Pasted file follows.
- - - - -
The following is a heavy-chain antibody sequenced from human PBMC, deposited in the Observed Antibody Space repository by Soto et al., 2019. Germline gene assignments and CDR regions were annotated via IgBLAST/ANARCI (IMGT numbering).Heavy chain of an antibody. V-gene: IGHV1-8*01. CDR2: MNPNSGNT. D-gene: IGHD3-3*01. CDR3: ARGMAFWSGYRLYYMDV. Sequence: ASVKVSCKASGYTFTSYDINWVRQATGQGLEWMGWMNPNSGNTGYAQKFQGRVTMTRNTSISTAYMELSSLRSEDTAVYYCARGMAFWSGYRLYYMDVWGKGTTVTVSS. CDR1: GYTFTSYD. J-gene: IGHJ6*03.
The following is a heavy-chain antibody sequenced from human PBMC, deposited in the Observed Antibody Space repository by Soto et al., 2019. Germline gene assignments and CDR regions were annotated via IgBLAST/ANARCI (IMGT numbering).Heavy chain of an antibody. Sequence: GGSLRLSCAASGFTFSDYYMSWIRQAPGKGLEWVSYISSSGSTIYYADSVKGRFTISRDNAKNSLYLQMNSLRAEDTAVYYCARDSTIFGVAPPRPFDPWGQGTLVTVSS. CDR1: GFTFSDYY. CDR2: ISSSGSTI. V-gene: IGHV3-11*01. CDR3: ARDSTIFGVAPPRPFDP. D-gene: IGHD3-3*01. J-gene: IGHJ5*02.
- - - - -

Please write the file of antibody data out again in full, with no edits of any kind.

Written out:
The following is a heavy-chain antibody sequenced from human PBMC, deposited in the Observed Antibody Space repository by Soto et al., 2019. Germline gene assignments and CDR regions were annotated via IgBLAST/ANARCI (IMGT numbering).Heavy chain of an antibody. V-gene: IGHV1-8*01. CDR2: MNPNSGNT. D-gene: IGHD3-3*01. CDR3: ARGMAFWSGYRLYYMDV. Sequence: ASVKVSCKASGYTFTSYDINWVRQATGQGLEWMGWMNPNSGNTGYAQKFQGRVTMTRNTSISTAYMELSSLRSEDTAVYYCARGMAFWSGYRLYYMDVWGKGTTVTVSS. CDR1: GYTFTSYD. J-gene: IGHJ6*03.
The following is a heavy-chain antibody sequenced from human PBMC, deposited in the Observed Antibody Space repository by Soto et al., 2019. Germline gene assignments and CDR regions were annotated via IgBLAST/ANARCI (IMGT numbering).Heavy chain of an antibody. Sequence: GGSLRLSCAASGFTFSDYYMSWIRQAPGKGLEWVSYISSSGSTIYYADSVKGRFTISRDNAKNSLYLQMNSLRAEDTAVYYCARDSTIFGVAPPRPFDPWGQGTLVTVSS. CDR1: GFTFSDYY. CDR2: ISSSGSTI. V-gene: IGHV3-11*01. CDR3: ARDSTIFGVAPPRPFDP. D-gene: IGHD3-3*01. J-gene: IGHJ5*02.